A trepanated skull, from the Neolithic. The perimeter of the hole in the skull is rounded off by ingrowth of new bony tissue, indicating that the person survived the operation. Trepanation, the deliberate drilling of holes into a skull, was practiced as early as 7,000 BCE. While sometimes people survived, many would have died from the procedure due to infection. It was believed to work via "letting evil spirits escape". William Harvey recommended trepanation as a treatment for migraines in the 17th century.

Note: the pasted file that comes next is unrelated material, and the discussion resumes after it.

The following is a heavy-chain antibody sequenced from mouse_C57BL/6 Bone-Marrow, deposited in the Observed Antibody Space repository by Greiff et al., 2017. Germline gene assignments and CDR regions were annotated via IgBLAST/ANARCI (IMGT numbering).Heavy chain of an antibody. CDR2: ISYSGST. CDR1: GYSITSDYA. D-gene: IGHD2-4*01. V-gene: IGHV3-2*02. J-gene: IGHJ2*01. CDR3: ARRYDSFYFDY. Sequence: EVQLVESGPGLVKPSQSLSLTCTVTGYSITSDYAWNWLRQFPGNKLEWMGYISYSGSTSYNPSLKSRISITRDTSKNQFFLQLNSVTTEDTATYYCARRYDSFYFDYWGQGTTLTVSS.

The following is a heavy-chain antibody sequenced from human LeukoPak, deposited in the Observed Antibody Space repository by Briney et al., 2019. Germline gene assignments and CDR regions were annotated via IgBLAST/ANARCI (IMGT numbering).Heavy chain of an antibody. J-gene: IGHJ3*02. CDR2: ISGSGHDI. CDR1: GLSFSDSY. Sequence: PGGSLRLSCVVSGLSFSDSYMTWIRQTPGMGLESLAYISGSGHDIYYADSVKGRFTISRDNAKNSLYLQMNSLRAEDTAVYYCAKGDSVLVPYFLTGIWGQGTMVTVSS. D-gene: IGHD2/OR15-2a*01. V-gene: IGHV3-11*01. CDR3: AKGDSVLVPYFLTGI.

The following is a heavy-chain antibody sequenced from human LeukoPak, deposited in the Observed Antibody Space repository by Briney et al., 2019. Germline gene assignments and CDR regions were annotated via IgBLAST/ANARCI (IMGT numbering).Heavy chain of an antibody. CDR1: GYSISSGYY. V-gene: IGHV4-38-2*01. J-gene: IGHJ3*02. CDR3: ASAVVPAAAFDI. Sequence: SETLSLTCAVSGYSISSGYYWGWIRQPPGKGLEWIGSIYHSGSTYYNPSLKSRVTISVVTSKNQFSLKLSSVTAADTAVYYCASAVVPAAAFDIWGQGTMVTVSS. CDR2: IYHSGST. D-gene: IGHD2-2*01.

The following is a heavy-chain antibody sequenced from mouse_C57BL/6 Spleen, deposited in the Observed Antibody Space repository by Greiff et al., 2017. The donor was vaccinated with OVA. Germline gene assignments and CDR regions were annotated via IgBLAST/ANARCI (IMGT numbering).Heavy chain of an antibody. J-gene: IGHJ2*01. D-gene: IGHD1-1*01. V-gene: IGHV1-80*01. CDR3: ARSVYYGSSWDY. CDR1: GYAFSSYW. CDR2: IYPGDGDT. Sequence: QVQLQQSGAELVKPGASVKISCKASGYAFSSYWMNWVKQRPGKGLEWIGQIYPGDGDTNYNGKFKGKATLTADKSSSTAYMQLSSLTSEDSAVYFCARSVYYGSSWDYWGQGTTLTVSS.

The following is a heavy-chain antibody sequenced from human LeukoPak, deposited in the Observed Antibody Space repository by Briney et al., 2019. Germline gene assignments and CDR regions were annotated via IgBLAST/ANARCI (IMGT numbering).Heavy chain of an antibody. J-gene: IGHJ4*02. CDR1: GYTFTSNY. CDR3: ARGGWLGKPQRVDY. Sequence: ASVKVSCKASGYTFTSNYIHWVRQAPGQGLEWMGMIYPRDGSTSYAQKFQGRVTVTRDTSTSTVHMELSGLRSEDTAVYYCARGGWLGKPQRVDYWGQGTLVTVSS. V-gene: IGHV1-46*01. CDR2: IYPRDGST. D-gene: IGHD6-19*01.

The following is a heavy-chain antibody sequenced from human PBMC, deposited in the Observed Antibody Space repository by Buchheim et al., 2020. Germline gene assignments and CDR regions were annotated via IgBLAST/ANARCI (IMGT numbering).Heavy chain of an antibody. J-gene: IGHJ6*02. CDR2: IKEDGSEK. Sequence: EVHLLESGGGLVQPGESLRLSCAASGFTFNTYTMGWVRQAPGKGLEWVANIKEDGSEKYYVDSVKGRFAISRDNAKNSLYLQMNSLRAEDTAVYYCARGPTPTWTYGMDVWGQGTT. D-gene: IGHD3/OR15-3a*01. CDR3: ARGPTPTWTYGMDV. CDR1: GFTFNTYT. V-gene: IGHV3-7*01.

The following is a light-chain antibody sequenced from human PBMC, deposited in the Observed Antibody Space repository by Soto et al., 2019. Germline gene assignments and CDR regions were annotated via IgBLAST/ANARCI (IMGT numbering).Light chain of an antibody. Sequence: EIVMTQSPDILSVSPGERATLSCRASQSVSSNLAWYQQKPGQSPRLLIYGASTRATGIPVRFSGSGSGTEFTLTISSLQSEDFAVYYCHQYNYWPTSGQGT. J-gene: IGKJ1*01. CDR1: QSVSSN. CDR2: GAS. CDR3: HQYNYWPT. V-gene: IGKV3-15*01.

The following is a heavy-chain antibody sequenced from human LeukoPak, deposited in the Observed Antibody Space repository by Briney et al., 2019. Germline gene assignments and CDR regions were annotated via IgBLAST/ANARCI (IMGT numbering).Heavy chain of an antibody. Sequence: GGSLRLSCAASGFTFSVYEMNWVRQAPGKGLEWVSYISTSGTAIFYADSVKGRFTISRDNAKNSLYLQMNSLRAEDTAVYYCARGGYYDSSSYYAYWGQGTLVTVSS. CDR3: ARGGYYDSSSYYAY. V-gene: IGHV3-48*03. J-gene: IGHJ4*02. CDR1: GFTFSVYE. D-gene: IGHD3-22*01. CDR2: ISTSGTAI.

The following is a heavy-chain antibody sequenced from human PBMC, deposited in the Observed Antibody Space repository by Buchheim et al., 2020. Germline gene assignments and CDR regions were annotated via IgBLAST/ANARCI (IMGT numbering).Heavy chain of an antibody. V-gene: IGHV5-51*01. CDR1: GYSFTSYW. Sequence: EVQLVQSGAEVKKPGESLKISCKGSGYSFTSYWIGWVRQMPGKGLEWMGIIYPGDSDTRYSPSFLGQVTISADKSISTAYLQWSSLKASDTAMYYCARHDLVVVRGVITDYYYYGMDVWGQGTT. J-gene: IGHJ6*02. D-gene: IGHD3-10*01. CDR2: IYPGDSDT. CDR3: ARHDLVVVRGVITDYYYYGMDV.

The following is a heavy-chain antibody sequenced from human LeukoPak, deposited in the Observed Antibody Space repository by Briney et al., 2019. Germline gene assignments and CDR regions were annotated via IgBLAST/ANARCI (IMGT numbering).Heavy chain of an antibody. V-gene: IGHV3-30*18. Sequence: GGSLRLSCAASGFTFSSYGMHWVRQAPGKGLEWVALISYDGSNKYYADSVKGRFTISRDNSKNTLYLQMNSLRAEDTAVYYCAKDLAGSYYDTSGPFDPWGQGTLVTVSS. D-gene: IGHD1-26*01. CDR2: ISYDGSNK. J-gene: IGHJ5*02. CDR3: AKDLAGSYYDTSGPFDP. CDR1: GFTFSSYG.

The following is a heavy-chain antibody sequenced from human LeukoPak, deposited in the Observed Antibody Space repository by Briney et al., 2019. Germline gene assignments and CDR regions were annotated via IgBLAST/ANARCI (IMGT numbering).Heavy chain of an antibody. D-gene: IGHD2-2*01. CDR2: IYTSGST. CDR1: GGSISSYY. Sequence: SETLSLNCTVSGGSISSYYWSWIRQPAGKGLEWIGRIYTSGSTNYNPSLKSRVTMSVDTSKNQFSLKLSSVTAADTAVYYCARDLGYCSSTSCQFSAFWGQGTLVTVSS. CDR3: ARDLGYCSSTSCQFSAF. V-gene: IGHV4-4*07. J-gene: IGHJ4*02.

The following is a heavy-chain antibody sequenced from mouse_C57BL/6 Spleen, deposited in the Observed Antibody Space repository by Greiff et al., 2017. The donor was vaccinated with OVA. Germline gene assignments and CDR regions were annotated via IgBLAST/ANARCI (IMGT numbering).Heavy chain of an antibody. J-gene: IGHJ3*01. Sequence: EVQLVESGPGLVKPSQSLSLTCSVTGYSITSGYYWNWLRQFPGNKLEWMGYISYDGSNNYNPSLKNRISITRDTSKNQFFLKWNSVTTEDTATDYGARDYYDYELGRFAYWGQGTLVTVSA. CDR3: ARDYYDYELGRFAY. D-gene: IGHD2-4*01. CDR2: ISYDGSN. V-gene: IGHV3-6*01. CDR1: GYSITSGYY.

In the International Headache Society classification of headaches, the concept of aura is given a key role. It serves as a boundary between 'migraine without aura' and 'migraine with aura'. Historically, the concept of an aura was borrowed from the epilepsy vocabulary; a borrowing that took place in English medicine at the beginning of the 19th century and in French medicine in the mid-19th century. It would therefore be interesting to see which features of the epileptic aura are used to explain the migraine aura. Based on the French and English medical literature of the 19th century, two processes have been reviewed: (i) the emergence of the concept of aura, and (ii) the modifications of this concept throughout the 19th century. It appears that the original medical use of the term 'aura' as a set of rising tactile sensations was in use from the 2nd century until late in the 19th century, but then various other symptoms were recognized and the aura gradually became accepted as an early part of the seizure. By the end of the 19th century the aura that preceded a migraine was seen as a similar process, and thought of as part of the migraine sequence. While many treatments for migraines have been attempted, it was not until 1868 that use of a substance which eventually turned out to be effective began. This substance was the fungus ergot from which ergotamine was isolated in 1918. Methysergide was developed in 1959 and the first triptan, sumatriptan, was developed in 1988. During the 20th century with better study design effective preventative measures were found and confirmed. A few centuries ago, people who described an episode of strangely skewed vision followed by a throbbing headache might be told they had received a message from heaven, or else they had been possessed by an evil spirit.